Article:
32

of protein (GE) and polysaccharides (GA) molecules. PCM evaporation started (with each composite) at ~ 100°C but, the final temperature to arrive at the residual mass gradually shifted towards lower temperatures i.e. ~172.5oC, 164.3oC, 171.5oC, 152.5oC, etc. probably increased shell mass facilitated more microcapsule formation i.e. increased surface area and better heat transfer. The residual mass for all sample reduced to zero beyond 600°C, indicating complete

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degradation of carbon chains of GE/GA molecules of shell wall. Cross-linker creates link between reactive functional groups of GE/GA molecules and

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improves mechanical stability. TGA behaviors of composite samples made with different

-p

amounts of cross-linker (25% aqueous solution of glutaraldehyde) i.e. 0.0ml, 0.25ml, 1.0ml, 1.5ml and 2.0ml and the percent mass loss noted (between 30°C-164°C) were: 55.5%, 51.8%,

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52.8%, 53.0% and 54.8% respectively (Fig. S7). Highest amount of PCM evaporation with composite made with zero crosslinker amount is due to presence of highest porosity in shell wall

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which allowed easy evaporation of PCM through shell wall. A higher quantity of cross-linker improved crosslink density and improved retention of encapsulated PCM which gets reflected in

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PCM evaporation loss. Between 195°C–600°C nearly ~47% mass loss occurred due to degradation of shell wall.

The duration of crosslink reaction (i.e. time of exposure a cross-linker be in contact with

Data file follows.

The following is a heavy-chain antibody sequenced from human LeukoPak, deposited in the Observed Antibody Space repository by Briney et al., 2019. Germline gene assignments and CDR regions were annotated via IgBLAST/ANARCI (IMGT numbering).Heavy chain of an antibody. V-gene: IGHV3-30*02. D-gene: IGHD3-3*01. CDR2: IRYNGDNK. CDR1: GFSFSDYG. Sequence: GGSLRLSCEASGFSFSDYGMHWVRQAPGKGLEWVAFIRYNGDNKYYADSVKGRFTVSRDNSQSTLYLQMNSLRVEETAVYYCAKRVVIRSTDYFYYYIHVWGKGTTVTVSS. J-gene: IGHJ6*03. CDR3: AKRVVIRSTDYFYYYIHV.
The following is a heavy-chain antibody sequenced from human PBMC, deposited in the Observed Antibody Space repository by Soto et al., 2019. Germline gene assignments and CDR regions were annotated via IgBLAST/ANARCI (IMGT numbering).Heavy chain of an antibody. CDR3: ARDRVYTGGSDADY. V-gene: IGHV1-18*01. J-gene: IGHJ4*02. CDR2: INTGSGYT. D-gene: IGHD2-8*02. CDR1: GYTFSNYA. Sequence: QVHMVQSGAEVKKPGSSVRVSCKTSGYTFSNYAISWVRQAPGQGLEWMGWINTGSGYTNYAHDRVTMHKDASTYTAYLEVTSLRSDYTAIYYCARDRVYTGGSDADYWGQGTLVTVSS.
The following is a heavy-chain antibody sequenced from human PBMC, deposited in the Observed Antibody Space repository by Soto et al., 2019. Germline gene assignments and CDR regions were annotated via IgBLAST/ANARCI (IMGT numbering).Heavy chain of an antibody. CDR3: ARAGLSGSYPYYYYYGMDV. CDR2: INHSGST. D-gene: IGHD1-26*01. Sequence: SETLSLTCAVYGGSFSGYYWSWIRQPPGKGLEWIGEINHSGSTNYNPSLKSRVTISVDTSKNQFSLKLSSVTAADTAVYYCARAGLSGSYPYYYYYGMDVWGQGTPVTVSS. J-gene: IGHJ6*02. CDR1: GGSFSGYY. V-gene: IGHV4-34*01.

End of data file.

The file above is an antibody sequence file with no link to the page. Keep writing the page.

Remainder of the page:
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microencapsulated PCM) may influence the number of cross-links formed with GE/GA shell. Hence, crosslink reactions were performed for different durations e.g. 1h, 3h, 5h, 7h and 9h (G3T1, G3T3, G3T5, G3T7, G3T9 or G3) and TGA analysis were done after drying. Duration of crosslink reaction had negligible impact on thermal stability of MPCM composites (Fig. S8). All composite samples showed ~55.8% PCM evaporation between 30oC - 170oC. As established before, rapid crosslink reactions resulted in specific number of crosslinks which didn’t change 33

with duration afterward. Thus, duration of cross-link reaction had negligible impact on TGA results. Amount of surfactant decides effectiveness of micellization (control population of micelles per unit volume and size distribution) and entrapment efficiency of PCM as a core. Different amount of surfactant were selected e.g. 250mg (G3Sr1), 400mg (G3Sr2), 600mg (G3Sr3) and 800mg

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(G3Sr4). TGA data (Fig. S11) showed 52.9, 53.1, 49.3 and 42.3 % of PCM loss between 30°C170°C. Higher surfactant amount resulted in improved solubility of Bio-PCM in water which got

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washed out during synthesis, thus, observed trend (baring G3Sr2) in PCM evaporation is

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justified (Fig. S9).

Thermal and mechanical stabilities of microencapsulated PCM can be improved applying

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silica coating over MPCM composite. Acid hydrolysis cum polycondensation of TEOS resulted

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in SiO2 coating. Comparing TGA thermograms of G3 and G3-SiO2 improvement in thermal stability is evident (Fig. 6b), this is in consistent with earlier reports (Zhu et al., 2018) of improvement in thermal properties of nanoPCMs with n-octadecane core and PMMA-SiO2